Hot Deck/Cold Deck Systems
What are they?
Hot deck/cold deck systems are an air handler based solution where the flow for the building is split into two, with one part being heated and one part being cooled. These two airflows are then mixed together to create the right amount of heating and cooling for each space. The main types of hot deck/cold deck system are:
Multizone systems: For these systems, the hot air and cold air are mixed together in the plant room and the mixed air is ducted to each zone using dampers known as “face/bypass” dampers.
Dual duct Systems: For these systems, the hot air and cold air are ducted to the zone and mixed together at the zone in a mixing box that is controlled from the zone temperature.
Dual duct systems are most often configured to serve many floors from a single unit, while multizone systems are more commonly configured to serve a single floor.
Advantages / Disadvantages
- Highly flexible, and designed to service diverse loads from a single AHU
- Industry standard technology with plenty of industry experience in operation and maintenance
- Generally poorer efficiency
- Face bypass dampers and mixing boxes prone to leakage, causing undesirable mixing of hot and cold airstreams
- Large multi-story air-handling systems often less efficient at servicing after-hours loads.
These systems are generally poorer performers in terms of energy efficiency due to simultaneous heating and cooling, poorer fan control and reduced effectiveness of free cooling. It is possible to reconfigure a dual duct system to be as efficient as a VAV system but this is relatively uncommon. Multi-zone systems are difficult to operate efficiently especially when they service multiple diverse zones.
Running costs for these systems are high due to poor energy efficiency. Dual duct systems also have a high component count due to the mixing boxes.
A building management system (BMS) is essential to achieve efficient operation with either system type.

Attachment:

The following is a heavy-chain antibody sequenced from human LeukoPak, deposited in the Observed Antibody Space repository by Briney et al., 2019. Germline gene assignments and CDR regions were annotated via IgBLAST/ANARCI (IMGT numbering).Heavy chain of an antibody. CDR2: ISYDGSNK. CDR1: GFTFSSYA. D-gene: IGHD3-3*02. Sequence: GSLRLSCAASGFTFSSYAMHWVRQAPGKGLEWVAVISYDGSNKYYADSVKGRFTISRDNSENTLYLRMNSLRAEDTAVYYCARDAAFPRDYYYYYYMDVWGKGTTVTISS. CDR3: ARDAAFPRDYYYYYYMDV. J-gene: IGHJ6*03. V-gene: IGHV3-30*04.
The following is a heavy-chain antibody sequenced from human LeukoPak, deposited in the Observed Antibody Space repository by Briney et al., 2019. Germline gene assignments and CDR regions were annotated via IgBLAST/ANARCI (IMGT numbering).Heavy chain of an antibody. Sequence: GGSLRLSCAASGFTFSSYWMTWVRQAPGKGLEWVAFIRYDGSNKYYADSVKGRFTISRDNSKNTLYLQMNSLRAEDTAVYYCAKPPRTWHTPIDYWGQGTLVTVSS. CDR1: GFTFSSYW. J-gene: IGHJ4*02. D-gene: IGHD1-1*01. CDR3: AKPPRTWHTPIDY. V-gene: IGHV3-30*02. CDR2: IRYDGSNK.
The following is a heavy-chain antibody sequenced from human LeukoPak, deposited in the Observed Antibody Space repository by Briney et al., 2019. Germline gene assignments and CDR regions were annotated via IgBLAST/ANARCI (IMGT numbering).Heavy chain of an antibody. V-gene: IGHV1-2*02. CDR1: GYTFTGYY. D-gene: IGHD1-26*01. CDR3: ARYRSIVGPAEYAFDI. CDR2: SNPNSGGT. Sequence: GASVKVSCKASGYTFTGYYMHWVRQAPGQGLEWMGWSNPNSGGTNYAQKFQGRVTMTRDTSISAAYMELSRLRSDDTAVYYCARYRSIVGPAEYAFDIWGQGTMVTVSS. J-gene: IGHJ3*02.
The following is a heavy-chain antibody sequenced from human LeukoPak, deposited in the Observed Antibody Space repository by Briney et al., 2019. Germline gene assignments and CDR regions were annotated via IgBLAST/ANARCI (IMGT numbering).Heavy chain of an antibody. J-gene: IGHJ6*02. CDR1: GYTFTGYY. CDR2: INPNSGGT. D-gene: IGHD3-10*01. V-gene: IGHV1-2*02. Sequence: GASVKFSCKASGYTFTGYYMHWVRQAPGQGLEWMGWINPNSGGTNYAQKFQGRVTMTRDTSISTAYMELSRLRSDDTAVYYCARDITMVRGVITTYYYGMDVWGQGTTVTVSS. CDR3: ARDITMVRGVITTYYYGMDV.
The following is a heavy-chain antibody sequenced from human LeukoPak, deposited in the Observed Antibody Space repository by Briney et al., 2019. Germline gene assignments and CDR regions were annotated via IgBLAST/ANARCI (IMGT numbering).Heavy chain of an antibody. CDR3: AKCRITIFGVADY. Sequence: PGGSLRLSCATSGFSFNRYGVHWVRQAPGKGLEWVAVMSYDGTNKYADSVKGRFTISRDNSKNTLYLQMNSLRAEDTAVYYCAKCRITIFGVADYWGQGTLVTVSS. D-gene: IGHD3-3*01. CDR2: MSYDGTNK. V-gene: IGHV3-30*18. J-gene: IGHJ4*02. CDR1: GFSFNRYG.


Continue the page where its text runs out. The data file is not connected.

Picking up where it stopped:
Retrofit / improvement opportunities
For hot deck/cold deck systems, the key opportunities are:
- Reconfiguration of controls to minimise simultaneous heating and cooling
- Improved fan control
- Replacement/repair of face/bypass dampers to reduce leakage and possibly to provide independent hot/cold damper control (multizone systems). This can be achieved withut disturbance to tenants.
- Replacement/repair of mixing boxes to reduce leakage and possible to provide independent hot/cold damper control (dual duct systems). This may need to be undertake after hours or in vacant spaces
- Dual fan operation – one for the hot deck and one for the cold deck
- Ducting of free cooling to the cold duct only to improve free cooling operation.
Control improvements can be implemented with the tenants in-situ.
Dual duct systems are often found in older large office buildings. Mutlizone systems are found in a wider variaety of building types and re typically on a smaller scale.
Floor plate implications
The size of riser ducts can be significant for multi-storey buildings served from a central AHU (located, for example, on the roof or in the basement). The risers may restrict flexibility on floor plates. In buildings with AHUs on each floor, the AHU plant room will take up a significant amount of space.
Temperature control / Occupant comfort
Hot deck/cold deck systems can offer a high degree of temperature control when well controlled
The mixing boxes and face/bypass dampers s require routine maintenance. Central plant requires standard levels of maintenance. Controls require careful configuration and management; arbitrary adjustment of temperature set-points within these system types is a leading cause of energy waste.
How to identify them
Hot/cold deck systems are found in older office buildings and in institutional buildings, but are largely indistinguishable from other AHU based systems to the non-technical observer. Maintenance or operational staff will be able to advise whether a system is a hot deck/cold deck type.
Questions to ask
- Does the system have independent control of hot air and cold air for each zone?
- Is there a building management system (BMS)?
- Is the system regularly maintained (at least annually) and seasonally commissioned?
AIRAH Guide DA08 HVAC&R An Introduction
CIBSE Ventilation / Air conditioning / Technical Glossary